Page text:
Submitted: April 4, 2006.
Decided: July 19, 2006.
Upon Appeal from the UnemploymentInsurance Appeal Board — AFFIRMED.
Appellant worked for Appellee, a furniture store. She was fired for absenteeism. After an evidentiary hearing, the Unemployment Insurance Appeals Board denied benefits. Appellant, pro se, filed a timely appeal.
On December 27, 2005, the Prothonotary issued a briefing schedule calling for Appellant's Opening Brief on January 17, 2006 and Appellee's Answering Brief on February 6, 2006. Appellant filed a hand-written brief, which argues several ways that the administrative proceeding before the UIAB was flawed.
After Appellee failed to submit its Answering Brief, the Prothonotary mailed a Final Delinquent Brief Notice. Hearing nothing further from Appellee, on March 16, 2006 the court ordered that it would decide the case on the record, including Appellant's brief.
Appellee presented evidence to the UIAB tending to show that Appellant's attendance was poor. Over an extended time, for one reason or another, she failed to report. Appellant was warned about her absenteeism in August 2005. Appellant missed three days in September 2005. The first day, arguably, she could not appear due to bad weather. On the other days, however, personal matters were more important than her job. When Appellant did not appear on time on the third day, another employee told Appellant that she had been fired.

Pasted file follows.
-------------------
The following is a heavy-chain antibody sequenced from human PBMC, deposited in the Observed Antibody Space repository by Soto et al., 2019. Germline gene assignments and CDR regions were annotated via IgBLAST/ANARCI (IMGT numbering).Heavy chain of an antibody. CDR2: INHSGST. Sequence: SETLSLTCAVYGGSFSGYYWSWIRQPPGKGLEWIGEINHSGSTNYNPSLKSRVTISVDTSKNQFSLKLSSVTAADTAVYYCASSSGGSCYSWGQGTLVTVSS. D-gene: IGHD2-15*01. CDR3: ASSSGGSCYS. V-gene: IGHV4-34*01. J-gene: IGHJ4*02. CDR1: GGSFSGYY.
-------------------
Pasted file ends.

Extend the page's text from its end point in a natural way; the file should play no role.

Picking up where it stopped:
Because this is an appeal, the court's role is circumscribed. As to questions of law, the review is plenary. As to the facts, the court does not examine the evidence and make its own findings. The court must uphold the administrative decision if legally sound and based on substantial evidence. Substantial evidence is "relevant evidence [that] a reasonable mind might accept as adequate to support a conclusion."
Unemployment Ins. Appeal Bd. of Dept. of Labor v. Duncan, 337 A.2d 308 (Del. 1975).
Streett v. State, 669 A.2d 9, 11 (Del. 1995).
IV.Appellant argues that she was not progressively disciplined, and so on. Nevertheless, the court agrees with the Board. Showing up to work and staying on the job is fundamental. Appellant was warned about her poor attendance, then failed to show up for work. Under these circumstances, Appellant's failure to come to work constitutes just cause. Even if Appellant's excuses were legitimate, at some point chronic absence from work can amount to cause for discharge. Here, the Board had reason to find that Appellant's excuses were not legitimate. And to the extent Appellant had the sort of position where a warning was required before discharge, the evidence supports the finding that Appellant was absent after warning.
For the foregoing reasons, the Unemployment Insurance Appeal Board's December 22, 2004 decision, which was mailed on December 28, 2004, is AFFIRMED.